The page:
“We are pleased to partner with the state of Kansas and university to build a state-of-the-art health education building,’’ said Don Hall, chairman of the Hall Family Foundation. “We applaud the governor and Legislature for their support, and we particularly thank Fred Logan and the Board of Regents for their leadership.

“This building is key to realizing the vision of Chancellor Bernadette Gray-Little, Executive Vice Chancellor Doug Girod, and hospital President and CEO Bob Page to create a leading educational, research and clinical health care enterprise.

“The University of Kansas Hospital is nationally recognized in numerous clinical areas, and National Cancer Institute designation confirms KUMC’s research strength. This new building will provide unparalleled interprofessional health education for the physicians, scientists and nurses who will build on this momentum.

“Congratulations to all those who are making this project a reality,” Hall said.

Fred Logan, chair of the Kansas Board of Regents, said, “The Regents’ number one priority this year was to obtain funding for construction of a new health education building at the University of Kansas Medical Center. The Hall Family Foundation’s extraordinary gift makes construction possible. It lifts the entire state.”

The chancellor expressed her appreciation.
“The generosity of the Hall Foundation is once more helping KU achieve its bold aspirations by elevating the quality and stature of our university,” she said.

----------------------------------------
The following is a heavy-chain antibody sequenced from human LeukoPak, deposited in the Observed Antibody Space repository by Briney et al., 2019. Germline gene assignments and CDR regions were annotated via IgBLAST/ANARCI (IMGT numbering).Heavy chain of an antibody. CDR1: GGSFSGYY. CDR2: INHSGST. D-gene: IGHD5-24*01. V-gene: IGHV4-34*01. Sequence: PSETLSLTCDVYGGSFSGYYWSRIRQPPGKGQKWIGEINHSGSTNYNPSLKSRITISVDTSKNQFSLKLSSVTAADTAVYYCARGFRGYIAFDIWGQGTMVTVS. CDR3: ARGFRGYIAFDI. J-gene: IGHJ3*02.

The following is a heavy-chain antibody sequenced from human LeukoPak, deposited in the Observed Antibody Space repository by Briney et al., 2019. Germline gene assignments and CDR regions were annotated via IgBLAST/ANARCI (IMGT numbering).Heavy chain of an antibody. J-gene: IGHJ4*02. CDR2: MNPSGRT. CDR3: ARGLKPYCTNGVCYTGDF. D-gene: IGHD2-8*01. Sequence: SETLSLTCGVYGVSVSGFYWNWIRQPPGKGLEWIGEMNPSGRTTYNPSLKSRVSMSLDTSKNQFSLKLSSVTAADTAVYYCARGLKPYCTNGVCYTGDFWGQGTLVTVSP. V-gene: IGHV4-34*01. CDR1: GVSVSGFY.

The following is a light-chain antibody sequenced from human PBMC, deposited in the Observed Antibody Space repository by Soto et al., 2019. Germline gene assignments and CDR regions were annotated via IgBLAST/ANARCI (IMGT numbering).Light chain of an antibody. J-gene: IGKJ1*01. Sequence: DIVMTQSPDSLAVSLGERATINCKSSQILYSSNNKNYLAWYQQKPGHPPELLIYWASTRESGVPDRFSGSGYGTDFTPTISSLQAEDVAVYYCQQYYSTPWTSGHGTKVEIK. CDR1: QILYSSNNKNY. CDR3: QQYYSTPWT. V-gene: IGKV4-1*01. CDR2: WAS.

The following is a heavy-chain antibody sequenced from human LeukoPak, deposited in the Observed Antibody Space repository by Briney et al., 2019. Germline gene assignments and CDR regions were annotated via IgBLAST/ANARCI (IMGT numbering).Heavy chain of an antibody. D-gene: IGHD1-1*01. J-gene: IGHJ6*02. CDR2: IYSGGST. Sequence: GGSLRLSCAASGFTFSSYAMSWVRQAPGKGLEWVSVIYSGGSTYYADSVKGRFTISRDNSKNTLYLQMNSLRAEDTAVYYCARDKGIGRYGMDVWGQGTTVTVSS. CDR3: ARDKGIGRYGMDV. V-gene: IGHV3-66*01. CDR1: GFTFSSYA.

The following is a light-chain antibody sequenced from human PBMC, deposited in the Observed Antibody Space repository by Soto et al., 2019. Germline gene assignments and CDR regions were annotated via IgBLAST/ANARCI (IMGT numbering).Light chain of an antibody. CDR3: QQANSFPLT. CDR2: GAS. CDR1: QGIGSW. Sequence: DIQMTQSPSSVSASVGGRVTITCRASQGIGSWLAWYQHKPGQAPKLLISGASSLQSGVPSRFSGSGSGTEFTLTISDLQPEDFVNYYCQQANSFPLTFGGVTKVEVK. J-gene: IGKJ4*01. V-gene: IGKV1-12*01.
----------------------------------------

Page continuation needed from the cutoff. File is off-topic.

The KU School of Medicine is the only medical school in Kansas and is nationally recognized for training primary care and rural physicians. The new building will facilitate the education of a greater number of physicians and other health care professionals to meet the state’s needs. Currently, 89 of the state’s 105 counties are medically underserved, and it is estimated that 30 percent of the current physician workforce will retire or otherwise leave their medical practices within the next decade.

“This new building will allow us to continue increasing our School of Medicine class size across all three campuses to address the state’s physician shortage,” said Dr. Girod, executive vice chancellor of the University of Kansas Medical Center.

KU trains 211 medical students annually across all of its campuses in Kansas City, Kan., Wichita and Salina. With the new health education building in Kansas City, Kan., the School of Medicine proposes increasing its class size across all campuses by 50 students.

“We will now be able to train future doctors, nurses and health care professionals in state-of-the-art facilities appropriate for the modern health care education curriculum,” said Dr. Robert Simari, executive dean of the School of Medicine.

Over the years, the Hall Family Foundation has provided generous support for several disciplines at KU, including the life sciences, humanities, business and biology. The foundation’s support was instrumental in KU’s achievement of National Cancer Institute designation, as well as the establishment of the Hall Center for the Humanities.

– Story from the University of Kansas